Microbial diversity and zinc toxicity to Pseudomonas sp. from Coeur d'Alene River sediment

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Montana State University - Bozeman, College of Engineering


Coeur d'Alene River (CDAR) in northern Idaho is one of the metal contaminated rivers in US. The sediments of the river are enriched with As, Cd, Cu, Pb, and Zn which are toxic metals to humans and animals. It is hypothesized that microorganisms living in this river sediment can remove the metals and thus detoxify their environment. The objective of this work is to investigate the microbial communities existing in CDAR sediment using 16S ribosomal RNA (rRNA) gene sequencing and 16S rRNA gene microarray (PhyloChip) analysis. According to our phylogenetic analysis, the CDAR clones fell into 13 distinct phylogenetic classes including 2 environmental samples, 1 uncultured bacterium, and an unclassified Chloroflexi. The major representative genera found were Thiobacillus (7 of 91), Azoarcus (7/91), Acidobacterium (6/91), Burkholderia (5/91), Flavobacterium (5/91) and Janthinobacterium (5/91). PhyloChip data showed the presence of 1551 operational taxonomic units (OTUs). 97% of the clone library sequences matched at various taxonomic levels with the microarray results.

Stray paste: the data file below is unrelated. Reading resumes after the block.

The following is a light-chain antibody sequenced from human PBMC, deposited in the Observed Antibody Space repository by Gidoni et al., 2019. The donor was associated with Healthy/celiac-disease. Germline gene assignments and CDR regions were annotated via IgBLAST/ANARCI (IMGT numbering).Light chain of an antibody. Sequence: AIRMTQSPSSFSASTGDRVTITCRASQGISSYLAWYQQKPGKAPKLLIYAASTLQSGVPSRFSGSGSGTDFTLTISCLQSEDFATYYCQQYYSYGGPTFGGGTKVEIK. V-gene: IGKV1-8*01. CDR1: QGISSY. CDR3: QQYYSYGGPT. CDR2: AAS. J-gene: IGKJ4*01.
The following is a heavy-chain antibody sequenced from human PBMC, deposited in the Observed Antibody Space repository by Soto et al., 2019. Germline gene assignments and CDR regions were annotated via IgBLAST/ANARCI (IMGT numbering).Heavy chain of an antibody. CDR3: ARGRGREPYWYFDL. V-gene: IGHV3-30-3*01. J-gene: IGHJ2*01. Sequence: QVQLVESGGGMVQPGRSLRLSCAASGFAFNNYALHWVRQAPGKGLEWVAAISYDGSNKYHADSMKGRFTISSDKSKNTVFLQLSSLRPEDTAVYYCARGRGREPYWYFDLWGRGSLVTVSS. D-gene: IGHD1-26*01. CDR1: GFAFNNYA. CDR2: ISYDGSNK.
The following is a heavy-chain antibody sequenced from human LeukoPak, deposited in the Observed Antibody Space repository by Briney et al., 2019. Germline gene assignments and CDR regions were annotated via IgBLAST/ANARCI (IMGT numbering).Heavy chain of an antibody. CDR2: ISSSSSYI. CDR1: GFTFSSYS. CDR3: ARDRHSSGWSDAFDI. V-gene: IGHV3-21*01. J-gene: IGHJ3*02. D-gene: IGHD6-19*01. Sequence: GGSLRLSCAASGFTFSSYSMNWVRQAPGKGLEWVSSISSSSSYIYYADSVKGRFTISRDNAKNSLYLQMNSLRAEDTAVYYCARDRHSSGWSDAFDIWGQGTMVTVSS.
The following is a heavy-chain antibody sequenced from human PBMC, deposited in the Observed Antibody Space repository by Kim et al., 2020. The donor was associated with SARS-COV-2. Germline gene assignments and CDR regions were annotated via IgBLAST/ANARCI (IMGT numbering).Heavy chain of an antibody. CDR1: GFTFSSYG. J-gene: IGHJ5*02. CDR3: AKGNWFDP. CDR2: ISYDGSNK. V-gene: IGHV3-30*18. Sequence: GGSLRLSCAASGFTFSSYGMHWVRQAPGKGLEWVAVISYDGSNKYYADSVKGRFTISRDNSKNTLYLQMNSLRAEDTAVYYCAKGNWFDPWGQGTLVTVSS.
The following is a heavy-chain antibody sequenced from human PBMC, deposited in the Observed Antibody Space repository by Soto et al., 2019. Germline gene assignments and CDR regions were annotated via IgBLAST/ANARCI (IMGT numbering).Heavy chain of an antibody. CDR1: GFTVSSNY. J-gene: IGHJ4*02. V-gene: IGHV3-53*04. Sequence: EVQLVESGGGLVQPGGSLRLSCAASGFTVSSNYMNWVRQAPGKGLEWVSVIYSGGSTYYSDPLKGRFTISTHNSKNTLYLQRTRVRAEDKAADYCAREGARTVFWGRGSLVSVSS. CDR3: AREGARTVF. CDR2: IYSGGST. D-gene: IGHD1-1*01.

The results from the clone library and PhyloChip have provided the broad picture of the microorganisms found in the metal polluted CDAR sediment. To better understand the metal toxicity kinetics of specific isolates, Pseudomonas sp. strain JM001 from the CDAR sediment was selected for further study. Cell growth and aqueous Zn removal rate of strain JM001 was observed in batch kinetic experiments. It was found that cell growth rate depends on substrate and nutrient concentration and incubation temperature. The minimum inhibitory concentration (MIC) of Zn to the cells was 0.024 mM and the 50% inhibition in specific growth rate was found at 0.011 mM Zn when cells were grown in nutrient limited defined media at 22 °C. The MIC was 1 mM Zn and 50% inhibition occurred at 0.515 mM Zn in minimal salts medium with vitamin solutions at 35 °C. The results are significant to develop a dose-response model that will quantify the effects of toxic metals on microbial growth and inhibition in complex CDAR environment.




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